But then the leader’s fortunes shifted. In June, he was defeated at Waterloo. Upon hearing the news, the writer Stendhal doodled a candle-snuffer in his notebook. What had been snuffed out? Only the bright republican dream, which Napoleon still seemed to represent.
To his disappointment, Champollion’s book project was rejected. But loss of professional momentum was the least of his problems. Restored to the throne, Louis-Philippe was beholden to the reactionary forces that returned him to power. The emboldened Ultras took their vengeance. Civil servants, including the Champollions, lost their positions. A new prefect was installed, Montlivaut, who persecuted them. The press was muzzled; freedom of assembly curtailed. When they banned the republican tricolour, white royalist flags unfurled from windows all over Grenoble. Mercenaries moved in, to keep a lid on mounting unrest.
Maybe this sounds familiar.
The Champollion brothers joined the fédères—in essence, a resistance group. They harbored fugitives in the library; they passed along messages for their comrades-in-arms; once, Champollion-Figeac delivered them a suitcase full of money.
Soon they were under state surveillance. Night after night, Montlivaut’s goons watched the library. Leaving for the day, Champollion took different routes to avoid the spies, playing a game he called croquer le marmot, which translates, roughly, as whack-a-mole.
As winter deepened, the fédères were blamed for every public disturbance. By spring, the brothers were sentenced to internal exile in Figeac, the small town where they grew up.
Nous sommes rasés, Champollion wrote to his brother. We’re finished. Fucked.
It could have been worse. Another dissident, Jean-Paul Didier, was publicly executed in Grenoble’s central square. Champollion only escaped this fate thanks to the behind-the-scenes machinations of his brother, who, for all his idealism, also understood the importance of banking favors, even with those you dislike; it seems that he used this moment to call in a chit.
K. wants to show me the city, so we’re driving around. A small woman, bright and chirpy as a sparrow, K. seems barely to see over the steering wheel, which she operates with one hand while pointing out sights with the other. We turn down leafy streets lined with pretty Craftsman houses, and K. points out where the neighborhoods shift.
“What do you mean?” I can’t see any differences.
K smiles slyly. That’s her point.
Approximately a million people live in greater Omaha, and approximately three-fourths of them are white. Although most Nebraska voters are Republicans, Democrats slightly outnumber Republicans in Omaha, where voters are among the most well-educated in the nation. Barack Obama won here in 2008, earning one of Nebraska’s three electoral votes. In 2016, Hillary Clinton won Omaha by almost six thousand votes but lost the district overall. Further down the ballot, a retired Air Force general named Don Bacon, riding the coattails of the conman who would become president, beat the incumbent Democrat by three thousand votes, or just over one percent of all votes cast.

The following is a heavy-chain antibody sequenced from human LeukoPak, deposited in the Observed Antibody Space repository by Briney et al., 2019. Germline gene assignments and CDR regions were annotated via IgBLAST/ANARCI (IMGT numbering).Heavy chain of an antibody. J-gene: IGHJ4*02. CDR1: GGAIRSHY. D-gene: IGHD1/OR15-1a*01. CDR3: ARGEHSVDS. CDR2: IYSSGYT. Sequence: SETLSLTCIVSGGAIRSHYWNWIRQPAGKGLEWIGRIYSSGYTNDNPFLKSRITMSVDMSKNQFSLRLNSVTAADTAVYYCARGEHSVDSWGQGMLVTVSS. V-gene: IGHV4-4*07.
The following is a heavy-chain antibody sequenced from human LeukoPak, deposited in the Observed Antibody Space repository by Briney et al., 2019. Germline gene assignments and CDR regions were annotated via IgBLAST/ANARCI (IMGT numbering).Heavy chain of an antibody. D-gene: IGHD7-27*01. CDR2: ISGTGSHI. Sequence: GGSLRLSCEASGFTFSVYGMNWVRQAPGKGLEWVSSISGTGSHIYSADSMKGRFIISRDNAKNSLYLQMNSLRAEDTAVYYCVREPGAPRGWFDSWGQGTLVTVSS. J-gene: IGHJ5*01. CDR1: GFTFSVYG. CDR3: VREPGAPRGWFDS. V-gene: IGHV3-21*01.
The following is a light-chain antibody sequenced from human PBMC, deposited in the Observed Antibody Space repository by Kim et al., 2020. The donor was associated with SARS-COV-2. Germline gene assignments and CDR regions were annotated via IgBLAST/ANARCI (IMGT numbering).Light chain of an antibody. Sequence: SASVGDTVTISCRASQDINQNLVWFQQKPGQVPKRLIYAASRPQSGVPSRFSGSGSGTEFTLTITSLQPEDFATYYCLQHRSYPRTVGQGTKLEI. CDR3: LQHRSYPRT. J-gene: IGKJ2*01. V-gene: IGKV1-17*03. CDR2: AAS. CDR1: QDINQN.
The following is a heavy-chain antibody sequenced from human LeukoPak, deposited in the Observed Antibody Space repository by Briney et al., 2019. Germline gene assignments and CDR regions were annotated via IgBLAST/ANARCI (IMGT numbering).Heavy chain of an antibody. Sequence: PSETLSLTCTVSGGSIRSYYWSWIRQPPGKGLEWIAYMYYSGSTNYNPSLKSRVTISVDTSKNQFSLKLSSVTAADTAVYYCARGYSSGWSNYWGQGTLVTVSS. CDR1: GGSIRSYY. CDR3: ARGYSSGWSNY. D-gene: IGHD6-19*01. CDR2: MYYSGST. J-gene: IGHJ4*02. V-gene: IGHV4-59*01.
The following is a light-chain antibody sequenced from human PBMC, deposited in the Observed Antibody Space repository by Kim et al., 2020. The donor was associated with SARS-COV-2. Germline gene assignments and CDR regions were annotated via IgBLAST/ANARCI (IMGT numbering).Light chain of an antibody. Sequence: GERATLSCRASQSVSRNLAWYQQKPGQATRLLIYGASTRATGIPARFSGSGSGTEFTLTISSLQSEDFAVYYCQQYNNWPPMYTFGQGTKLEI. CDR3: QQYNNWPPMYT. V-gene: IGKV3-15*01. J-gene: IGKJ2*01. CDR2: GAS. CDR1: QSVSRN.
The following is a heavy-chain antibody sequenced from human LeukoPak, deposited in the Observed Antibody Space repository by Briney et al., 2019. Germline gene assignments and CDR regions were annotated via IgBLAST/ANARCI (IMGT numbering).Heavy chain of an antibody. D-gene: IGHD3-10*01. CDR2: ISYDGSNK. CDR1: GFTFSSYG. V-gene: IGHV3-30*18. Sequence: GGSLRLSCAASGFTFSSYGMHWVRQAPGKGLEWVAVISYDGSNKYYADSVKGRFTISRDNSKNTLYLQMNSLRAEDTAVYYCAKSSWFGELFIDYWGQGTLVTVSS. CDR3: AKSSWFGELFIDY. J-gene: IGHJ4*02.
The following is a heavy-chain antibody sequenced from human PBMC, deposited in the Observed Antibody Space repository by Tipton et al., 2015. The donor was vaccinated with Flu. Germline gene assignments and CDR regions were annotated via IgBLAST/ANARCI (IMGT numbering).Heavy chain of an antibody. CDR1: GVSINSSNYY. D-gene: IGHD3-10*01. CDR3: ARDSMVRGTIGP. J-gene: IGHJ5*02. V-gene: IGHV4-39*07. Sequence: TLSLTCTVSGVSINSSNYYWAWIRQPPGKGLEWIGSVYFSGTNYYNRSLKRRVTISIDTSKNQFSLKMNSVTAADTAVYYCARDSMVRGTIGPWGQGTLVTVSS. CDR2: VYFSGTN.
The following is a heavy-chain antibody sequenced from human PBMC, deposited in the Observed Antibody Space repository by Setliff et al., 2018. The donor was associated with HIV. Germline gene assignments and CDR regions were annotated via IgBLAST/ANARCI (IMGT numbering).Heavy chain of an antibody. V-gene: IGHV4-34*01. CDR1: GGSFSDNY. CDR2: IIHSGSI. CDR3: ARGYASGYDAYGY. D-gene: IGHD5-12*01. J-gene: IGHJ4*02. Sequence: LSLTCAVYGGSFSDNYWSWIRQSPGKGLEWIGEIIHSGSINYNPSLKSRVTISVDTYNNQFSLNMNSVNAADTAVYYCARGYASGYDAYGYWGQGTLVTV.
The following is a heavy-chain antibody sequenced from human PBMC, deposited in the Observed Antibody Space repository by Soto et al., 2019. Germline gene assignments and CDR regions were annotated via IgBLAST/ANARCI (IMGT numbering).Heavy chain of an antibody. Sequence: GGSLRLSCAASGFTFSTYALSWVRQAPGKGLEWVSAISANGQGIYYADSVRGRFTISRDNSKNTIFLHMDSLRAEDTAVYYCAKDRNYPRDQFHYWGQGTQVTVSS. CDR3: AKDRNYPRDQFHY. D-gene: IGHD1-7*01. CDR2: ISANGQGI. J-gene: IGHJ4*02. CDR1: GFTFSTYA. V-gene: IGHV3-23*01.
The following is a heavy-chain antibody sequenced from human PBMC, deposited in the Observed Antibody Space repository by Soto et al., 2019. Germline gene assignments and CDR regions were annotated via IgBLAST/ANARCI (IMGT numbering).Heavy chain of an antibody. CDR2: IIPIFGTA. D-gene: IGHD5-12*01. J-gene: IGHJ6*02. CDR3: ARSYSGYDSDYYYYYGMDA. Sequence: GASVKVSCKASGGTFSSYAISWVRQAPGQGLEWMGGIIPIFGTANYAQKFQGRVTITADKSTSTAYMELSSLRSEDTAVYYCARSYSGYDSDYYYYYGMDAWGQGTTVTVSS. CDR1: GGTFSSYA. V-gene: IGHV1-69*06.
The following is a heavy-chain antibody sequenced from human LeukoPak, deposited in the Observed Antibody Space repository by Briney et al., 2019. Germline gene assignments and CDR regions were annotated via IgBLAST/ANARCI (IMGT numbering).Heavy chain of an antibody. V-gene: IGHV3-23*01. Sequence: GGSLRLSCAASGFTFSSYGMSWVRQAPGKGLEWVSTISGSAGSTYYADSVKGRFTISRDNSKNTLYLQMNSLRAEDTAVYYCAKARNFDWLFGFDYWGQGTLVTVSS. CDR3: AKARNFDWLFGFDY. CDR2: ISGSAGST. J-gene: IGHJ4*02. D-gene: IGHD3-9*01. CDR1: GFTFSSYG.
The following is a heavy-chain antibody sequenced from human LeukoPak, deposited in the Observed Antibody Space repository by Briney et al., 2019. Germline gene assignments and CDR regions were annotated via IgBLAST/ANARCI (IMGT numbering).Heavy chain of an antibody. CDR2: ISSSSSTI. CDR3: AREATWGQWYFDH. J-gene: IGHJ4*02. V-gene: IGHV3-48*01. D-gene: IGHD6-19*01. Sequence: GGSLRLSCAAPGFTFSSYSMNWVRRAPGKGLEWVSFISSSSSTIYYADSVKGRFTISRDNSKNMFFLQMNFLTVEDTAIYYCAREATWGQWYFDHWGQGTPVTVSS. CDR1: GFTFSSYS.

Democrats generally blamed low turnout for these results, but redistricting also played a role. After a bitter struggle in 2011, the second district’s boundaries were redrawn to include predominantly white, suburban, and GOP-leaning Sarpy County. Clinton performed well in Douglas County, but she bombed in Sarpy.
On my first day in Omaha, K. and I set out to canvass one of the pretty neighborhoods she’d shown me. As we walk from house to house, she describes a phenomenon called the “purple” marriage, a household comprising one Republican and one Democrat, almost always the wife. Evidently the suburbs of Omaha are full of such marriages. We are out here today to talk to these women.
When it’s my turn to knock on a door, K. advises, “Knock, don’t ring; otherwise you’ll wake the kids.”
Right: It’s naptime. I steady my clipboard. My smile feels like a wince.
I knock, and the door opens. A woman peers around the side of it. Confronted by a real human being, I’m speechless.
Perky in her baseball cap, K. shouts: “So what do you think of Donald Trump?”
It’s a great gambit. Virtually everyone has an opinion. No one slams the door. But this time’s a little different. Instead of a boisterous exchange, we’re having a hushed conversation with a woman who both needs to talk and can’t. A male figure looms in the background.
My parents’ marriage was like this—angry father, cowed mother. My father liked to humiliate my mother for being the sort Democrat she was—pro-labor, anti-racist.
You’re a bigot, she told him once. She did not say: A slap is always in your voice.